“I can remember very vividly sitting in the library reading journals, spread over the floor—paper journals which nobody does anymore—but realizing how AIDS really crossed areas of psychology, medicine, public health and policy,” Sikkema says.
Eventually Sikkema started researching sexual trauma and violence among people with HIV infections. She earned another master’s degree at Virginia Polytech Institute and State University and completed a Ph.D. degree in 1991. At first, her research focused on how mental health could impact preventing AIDS. Today, with treatments available, her work looks at how mental health is related to getting HIV-infected persons into treatment and staying in treatment.
“We have effective methods for prevention, medical treatment and mental health treatment, so the biggest challenge in HIV and AIDS is figuring out how to get those treatments adapted and implemented …”
– Kathleen Sikkema ’84
She says, “We have effective methods for prevention, medical treatment and mental health treatment, so the biggest challenge in HIV and AIDS is figuring out how to get those treatments adapted and implemented, especially in low- and middle-income countries. How can we get things we know can work implemented so that they actually do work?”
Most of Sikkema’s research takes place in South Africa, where she has partnered with local universities like the University of Cape Town and mentored teams doing field work.
In 2017 Sikkema was selected as the first Gosnell Family Professor of Global Health at Duke University. It’s an acknowledgment of the caliber and importance of her work, as well as her commitment to teaching and mentoring along with research. She brings together graduate students from various disciplines to work on issues with a global impact. A professor in Duke’s Trinity College of Arts & Sciences, she is also the director of the Global Mental Health Initiative and doctoral studies at the Duke Global Health Institute, and director of social and behavioral sciences in Duke’s Center for AIDS Research.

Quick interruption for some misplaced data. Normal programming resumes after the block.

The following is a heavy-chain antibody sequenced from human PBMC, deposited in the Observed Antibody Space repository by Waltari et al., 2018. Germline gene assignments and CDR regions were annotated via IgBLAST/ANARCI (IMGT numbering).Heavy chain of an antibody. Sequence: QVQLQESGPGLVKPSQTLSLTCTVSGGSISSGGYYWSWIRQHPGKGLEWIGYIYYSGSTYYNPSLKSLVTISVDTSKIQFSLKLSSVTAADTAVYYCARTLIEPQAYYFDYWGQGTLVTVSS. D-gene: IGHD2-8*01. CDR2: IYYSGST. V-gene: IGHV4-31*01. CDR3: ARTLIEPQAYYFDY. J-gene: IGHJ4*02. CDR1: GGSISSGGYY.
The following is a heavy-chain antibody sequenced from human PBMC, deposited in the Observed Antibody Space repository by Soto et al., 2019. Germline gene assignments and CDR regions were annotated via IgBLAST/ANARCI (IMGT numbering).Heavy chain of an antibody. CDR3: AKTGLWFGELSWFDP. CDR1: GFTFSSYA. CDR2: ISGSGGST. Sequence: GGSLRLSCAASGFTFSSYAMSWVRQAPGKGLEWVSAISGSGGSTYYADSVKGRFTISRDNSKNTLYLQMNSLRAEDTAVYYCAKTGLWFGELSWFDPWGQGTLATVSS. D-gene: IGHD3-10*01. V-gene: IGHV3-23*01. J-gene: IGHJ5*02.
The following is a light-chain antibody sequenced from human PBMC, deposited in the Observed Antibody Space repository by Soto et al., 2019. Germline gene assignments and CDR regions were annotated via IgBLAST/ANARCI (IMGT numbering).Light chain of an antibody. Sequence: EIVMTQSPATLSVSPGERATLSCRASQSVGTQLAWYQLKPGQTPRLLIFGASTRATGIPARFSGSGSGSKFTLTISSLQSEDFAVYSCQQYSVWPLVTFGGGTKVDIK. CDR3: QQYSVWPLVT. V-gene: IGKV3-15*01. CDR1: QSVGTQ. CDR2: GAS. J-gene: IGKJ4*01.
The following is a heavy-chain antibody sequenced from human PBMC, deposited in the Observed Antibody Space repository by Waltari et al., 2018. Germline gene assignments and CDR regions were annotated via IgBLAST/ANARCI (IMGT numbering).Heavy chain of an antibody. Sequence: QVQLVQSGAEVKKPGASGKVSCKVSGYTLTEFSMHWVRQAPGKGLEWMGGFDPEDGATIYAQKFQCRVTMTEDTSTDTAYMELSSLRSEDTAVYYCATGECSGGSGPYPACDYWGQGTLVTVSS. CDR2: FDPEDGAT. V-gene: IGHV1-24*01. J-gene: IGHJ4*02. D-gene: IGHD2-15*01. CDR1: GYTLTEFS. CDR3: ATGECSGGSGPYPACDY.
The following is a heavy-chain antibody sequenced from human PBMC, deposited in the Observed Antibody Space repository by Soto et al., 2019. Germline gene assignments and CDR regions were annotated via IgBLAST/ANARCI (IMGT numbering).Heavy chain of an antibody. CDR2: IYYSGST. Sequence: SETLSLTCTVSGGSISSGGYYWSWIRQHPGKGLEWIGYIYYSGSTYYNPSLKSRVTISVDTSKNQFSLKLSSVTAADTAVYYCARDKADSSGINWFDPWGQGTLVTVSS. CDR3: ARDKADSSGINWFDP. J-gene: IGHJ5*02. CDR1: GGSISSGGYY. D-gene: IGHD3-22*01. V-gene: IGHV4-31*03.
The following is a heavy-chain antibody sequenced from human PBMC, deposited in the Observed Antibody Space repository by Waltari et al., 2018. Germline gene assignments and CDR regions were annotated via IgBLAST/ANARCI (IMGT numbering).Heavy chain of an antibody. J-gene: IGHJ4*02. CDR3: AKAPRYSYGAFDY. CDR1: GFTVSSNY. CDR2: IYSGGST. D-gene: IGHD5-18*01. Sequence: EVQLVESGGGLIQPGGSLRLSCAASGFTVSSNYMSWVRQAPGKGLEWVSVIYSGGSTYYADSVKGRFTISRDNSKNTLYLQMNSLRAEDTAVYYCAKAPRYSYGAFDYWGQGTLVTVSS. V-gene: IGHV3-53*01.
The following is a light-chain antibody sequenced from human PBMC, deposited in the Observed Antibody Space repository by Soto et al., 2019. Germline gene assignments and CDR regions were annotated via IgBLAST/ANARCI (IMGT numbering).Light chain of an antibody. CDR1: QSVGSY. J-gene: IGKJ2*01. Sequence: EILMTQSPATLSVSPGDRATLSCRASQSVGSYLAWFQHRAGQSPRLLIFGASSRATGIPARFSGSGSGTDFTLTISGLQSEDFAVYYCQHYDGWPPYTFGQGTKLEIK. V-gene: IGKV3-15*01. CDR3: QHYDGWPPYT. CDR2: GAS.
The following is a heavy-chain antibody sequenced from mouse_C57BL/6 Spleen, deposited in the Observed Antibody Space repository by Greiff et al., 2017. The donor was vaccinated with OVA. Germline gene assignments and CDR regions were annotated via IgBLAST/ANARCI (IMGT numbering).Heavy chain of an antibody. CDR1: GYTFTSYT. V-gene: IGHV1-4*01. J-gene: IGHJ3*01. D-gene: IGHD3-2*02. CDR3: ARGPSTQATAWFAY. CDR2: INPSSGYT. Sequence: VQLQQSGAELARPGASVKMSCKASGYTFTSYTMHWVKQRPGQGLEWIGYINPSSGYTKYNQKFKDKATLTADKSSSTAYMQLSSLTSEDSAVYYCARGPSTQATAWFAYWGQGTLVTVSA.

Her work underscores the importance of mental health for global health initiatives of all kinds. “We have a phrase in the field, which is ‘No health without mental health,’” she says. “We often think of mental health as secondary to physical health problems and diseases, when in fact mental health should be a key part of health and not thought of separately.”
Sikkema is a member of the Central Board of Trustees, and considers it an honor to come back and contribute as an alumna. As more Central students focus their studies on global health, Sikkema feels they are part of a movement looking at issues on a global scale. “Really, we live in an interconnected world, and students should have opportunities to understand and experience this while they are in college,” she says.
Especially in the field of mental health, the whole world is learning together. “When it comes to mental health, all countries are equal,” Sikkema says.